Coordination is another issue. Games almost always assume a roughly turn-based structure even if there’s no traditional round. That’s not how it works. Look at any street, corridor or room where more than a handful of people are trying to move around. Any time multiple people want to move around, unless it’s super-organised or a really big space, they get in each others’ way and slow things down. And this goes double for narrow, dark, crowded spaces when everyone’s nerves are on edge, let alone when they’re actually fleeing in panic. You just try getting six people through an office, round a corner, through a narrow doorway and down a fire escape at a dead run without someone falling over, getting shoved over or just plain stopping. In fact, getting three people through a doorway at any kind of pace is usually trouble enough. So any time a group is fleeing in any kind of confided space, the size of that group should directly reduce their speed and/or increase the risk of accidents and stumbles. This calls for a triangle, like the old Fast Cheap Good. You can be safe, fast or numerous, pick two.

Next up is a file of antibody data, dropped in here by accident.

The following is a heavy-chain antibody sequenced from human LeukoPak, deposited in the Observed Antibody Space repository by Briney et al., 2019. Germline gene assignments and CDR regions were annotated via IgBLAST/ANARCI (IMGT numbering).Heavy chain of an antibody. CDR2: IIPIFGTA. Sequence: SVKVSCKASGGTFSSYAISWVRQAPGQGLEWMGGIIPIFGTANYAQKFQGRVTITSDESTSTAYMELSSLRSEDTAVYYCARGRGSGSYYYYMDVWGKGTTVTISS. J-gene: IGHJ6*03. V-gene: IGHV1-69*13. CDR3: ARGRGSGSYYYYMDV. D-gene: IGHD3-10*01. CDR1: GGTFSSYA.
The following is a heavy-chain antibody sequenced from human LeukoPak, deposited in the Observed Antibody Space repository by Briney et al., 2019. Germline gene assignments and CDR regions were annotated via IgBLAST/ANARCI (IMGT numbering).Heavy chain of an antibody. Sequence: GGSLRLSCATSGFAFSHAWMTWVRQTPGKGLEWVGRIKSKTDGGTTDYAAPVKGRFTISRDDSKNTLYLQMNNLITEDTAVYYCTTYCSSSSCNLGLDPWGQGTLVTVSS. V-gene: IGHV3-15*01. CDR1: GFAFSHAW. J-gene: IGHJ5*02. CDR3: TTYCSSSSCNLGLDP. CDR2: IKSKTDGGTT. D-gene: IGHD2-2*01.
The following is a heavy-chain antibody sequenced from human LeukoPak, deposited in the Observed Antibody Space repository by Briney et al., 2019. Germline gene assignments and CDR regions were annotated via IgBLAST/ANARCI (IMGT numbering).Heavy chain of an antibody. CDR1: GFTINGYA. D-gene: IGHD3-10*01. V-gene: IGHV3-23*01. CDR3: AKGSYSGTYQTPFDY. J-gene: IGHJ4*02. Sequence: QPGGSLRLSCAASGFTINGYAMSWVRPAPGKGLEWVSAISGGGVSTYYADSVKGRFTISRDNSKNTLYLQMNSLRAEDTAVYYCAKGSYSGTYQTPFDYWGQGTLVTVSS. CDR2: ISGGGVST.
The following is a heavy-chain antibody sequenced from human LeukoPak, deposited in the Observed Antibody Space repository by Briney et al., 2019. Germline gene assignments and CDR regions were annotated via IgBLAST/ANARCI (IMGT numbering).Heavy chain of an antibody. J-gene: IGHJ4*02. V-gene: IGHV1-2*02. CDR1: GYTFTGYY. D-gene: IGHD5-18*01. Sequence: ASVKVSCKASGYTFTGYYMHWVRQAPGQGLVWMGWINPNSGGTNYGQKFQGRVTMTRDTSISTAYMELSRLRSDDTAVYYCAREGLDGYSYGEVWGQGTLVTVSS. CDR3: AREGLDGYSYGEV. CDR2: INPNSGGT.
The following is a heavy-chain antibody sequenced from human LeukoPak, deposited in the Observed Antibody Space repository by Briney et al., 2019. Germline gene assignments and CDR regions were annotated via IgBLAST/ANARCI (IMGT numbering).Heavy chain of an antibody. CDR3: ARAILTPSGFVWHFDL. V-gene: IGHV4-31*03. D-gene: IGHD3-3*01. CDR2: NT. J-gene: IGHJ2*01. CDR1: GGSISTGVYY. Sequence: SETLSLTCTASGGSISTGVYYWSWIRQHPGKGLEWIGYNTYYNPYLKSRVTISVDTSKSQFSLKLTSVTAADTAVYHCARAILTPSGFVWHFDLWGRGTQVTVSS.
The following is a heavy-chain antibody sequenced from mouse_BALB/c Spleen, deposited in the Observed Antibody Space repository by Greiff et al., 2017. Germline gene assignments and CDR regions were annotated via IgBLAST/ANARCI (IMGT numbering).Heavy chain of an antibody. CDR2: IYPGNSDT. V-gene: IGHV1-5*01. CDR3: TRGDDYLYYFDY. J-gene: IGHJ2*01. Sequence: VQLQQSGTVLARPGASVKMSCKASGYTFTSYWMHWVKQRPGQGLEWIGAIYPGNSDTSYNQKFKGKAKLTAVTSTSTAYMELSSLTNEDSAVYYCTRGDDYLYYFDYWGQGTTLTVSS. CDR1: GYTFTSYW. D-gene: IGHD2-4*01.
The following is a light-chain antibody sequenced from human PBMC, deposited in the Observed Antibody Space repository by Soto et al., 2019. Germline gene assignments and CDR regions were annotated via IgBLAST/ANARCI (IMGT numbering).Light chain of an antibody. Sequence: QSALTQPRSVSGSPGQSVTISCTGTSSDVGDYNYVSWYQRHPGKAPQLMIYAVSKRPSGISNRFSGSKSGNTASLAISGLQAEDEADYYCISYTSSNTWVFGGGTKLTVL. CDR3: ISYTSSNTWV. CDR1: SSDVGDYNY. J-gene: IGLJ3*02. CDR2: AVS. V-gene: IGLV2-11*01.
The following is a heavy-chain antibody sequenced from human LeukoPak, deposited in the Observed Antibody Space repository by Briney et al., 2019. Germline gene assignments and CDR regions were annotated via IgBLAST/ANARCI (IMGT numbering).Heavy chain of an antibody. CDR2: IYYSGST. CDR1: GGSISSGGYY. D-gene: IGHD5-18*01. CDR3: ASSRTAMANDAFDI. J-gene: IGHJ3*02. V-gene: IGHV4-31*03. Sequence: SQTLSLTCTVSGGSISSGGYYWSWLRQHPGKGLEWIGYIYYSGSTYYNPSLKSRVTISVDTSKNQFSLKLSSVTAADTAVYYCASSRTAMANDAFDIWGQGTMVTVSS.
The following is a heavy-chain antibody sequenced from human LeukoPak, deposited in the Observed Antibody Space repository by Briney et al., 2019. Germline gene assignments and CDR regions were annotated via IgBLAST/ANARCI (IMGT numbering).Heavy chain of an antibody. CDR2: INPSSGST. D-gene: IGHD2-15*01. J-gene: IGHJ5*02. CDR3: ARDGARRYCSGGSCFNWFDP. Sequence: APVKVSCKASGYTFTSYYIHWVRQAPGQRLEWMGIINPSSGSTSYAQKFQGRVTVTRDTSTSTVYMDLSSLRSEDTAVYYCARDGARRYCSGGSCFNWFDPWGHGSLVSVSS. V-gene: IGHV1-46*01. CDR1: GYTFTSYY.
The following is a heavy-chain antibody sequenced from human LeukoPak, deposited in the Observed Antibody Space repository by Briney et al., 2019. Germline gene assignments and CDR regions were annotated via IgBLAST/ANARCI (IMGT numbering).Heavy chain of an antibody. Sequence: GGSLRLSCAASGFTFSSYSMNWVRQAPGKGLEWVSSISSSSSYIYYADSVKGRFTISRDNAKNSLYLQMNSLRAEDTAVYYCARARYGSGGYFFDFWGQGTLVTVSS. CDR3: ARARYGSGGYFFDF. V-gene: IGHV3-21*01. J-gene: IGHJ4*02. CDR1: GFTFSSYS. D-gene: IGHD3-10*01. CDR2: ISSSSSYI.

Of course, sometimes numbers will be an advantage – lifting people up, moving heavy objects, coordinating actions to achieve particular tasks.
But this mechanic should, hopefully, encourage people to survive by splitting up. And that’s fun. Now you have several characters in a building with no idea where each other are, all afraid of other things in the same building, mostly in the dark. Only allow each player to see their own section of the map. Use printouts so you can keep these separate: Angie is in the kitchen, Bob in the corridor outside, but they have completely separate bits of cardboard map so they have no idea of that. You probably can’t do this perfectly, but with good players it should be okay. Ideally, have two copies of each room. When they do realise they’re in the same place, just merge them onto one map. They can agree to go to particular places and do particular tasks – maybe even talk on phones when reception allows it, or via intercoms, or even email – but they can’t directly support each other.